Hello don't take this the wrong way but has the oil even got up to the cam it looks very clean except for assembling lube?

have you checked the plumbing of the relocation kit to check the direction of flow through the oil filter? the pressure would still read great in most cases depending on where in the line the sensor is.

I would suggest it to be MOST unlikely - I am aware of claims made that some moly' based anti-scuff pastes/lubricants could block oil filters and/or pickups if massive amounts used, but excess lubricant on head studs would need to be washed from the bolt area, through the return galleries, mix with the oil in the sump, before passing through the pump and filter before, supposedly, blocking an oil feed to the cam' journal - it would be mixing and being diluted all the way!

I'm sticking with the incorrectly applied sealant being the problem, as that is clearly visible and would cause the exact problem you have.

Not sure about the oil filter - they have check valves incorporated into them to prevent drainback and help initial oil feed on start-up, so they are expected to hold a lot of oil.

most filters won't flow in the incorrect direction tho Gord, I see it done often with cars coming to my shop for first startups they will have 120 plus oil pressure but barely any going past the filter, well worth checking amongst other things mentioned above.

Thought I'd replied - must be old age kicking in...

Sorry, Ross, for the confusion - I was responding to the other chap, and mis-read your comment. You raise a good point, as while most filter heads have direction arrows it'd be easy to mis-route the hoses at the adaptor end, or cross them over, and that nice check valve wouldn't be so nice. Same with the oil pressure sender position as many are tapped into the block at the pump, or even the actual pump casting - when possible I figure the best place is to the rear of the main bearing oil gallery drilling.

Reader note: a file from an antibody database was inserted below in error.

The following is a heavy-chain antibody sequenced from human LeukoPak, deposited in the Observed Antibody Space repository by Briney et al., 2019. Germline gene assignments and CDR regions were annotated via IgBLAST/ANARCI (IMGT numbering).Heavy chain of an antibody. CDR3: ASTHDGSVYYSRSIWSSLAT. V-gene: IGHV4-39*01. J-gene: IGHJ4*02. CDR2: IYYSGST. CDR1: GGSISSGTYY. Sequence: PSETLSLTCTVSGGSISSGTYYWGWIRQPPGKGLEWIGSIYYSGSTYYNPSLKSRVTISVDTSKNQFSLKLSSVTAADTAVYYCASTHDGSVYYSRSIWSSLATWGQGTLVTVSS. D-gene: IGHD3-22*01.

I've known instances of folks doing this, mixing the hoses, with dry sump tanks and wondering why they weren't getting oil pressure - fortunately running the pump from a drill to prime, rather than cranking... One of the reasons I like to run larger diameter hoses and fittings on the suction side.

Hey guys, sorry for the long wait I was trying to get some used cam caps, and I managed to find a full set for both intake and exhaust.

Anyway upon inspecting the cam caps, all of them seem to be in good condition. But there was a slight difference between the number 1 intake cam cap for the one that I have. I attached the photos and highlighted the difference.

The last photo has both caps. The one on the right is the original one from my engine cylinder head.

And as you can see the original cam cap oil grove is all the to the back, while the used one I got to is not.

Is it still possible to use it on the head or not?

Of course I will take the head to a machine shop and line hone the cam caps.

Also the original cam cap for the right, I polished it and cleaned is and it seem to be in good condition with minor scratches.

Is it possible to use it or not?

Attached Files

I'm 99% sure that isn't an "oil groove", but a channel that's intended to divert excess sealant away from the bearing, to greatly reduce the chance of the sealant compromising the oiling.

Have a look at the actual sealant requirement - where the oil might weep out from under the cap, and where the seal and cap bearing surface is, to see what I mean.

If it's getting line bored, anyway, I'd use the longer groove version. If it was one of the other caps, it would be an easier call, as they're all loaded primarily in the cap, from the valve spring' forces, and the head surface is much less important - but the front also has the cam drive applying a force pulling that journal into the head. With an eyeball inspection (well, with a magnifying lense, I'm old), I may even decide to run it as is, with the ORIGINAL caps(!), mixing them will guarantee a failure! While a perfect surface over the full width/length is normally best practice, unless it's a full on engine, or at least highly stressed, 90%+ coverage may be acceptable - not my call, though, and not my engine.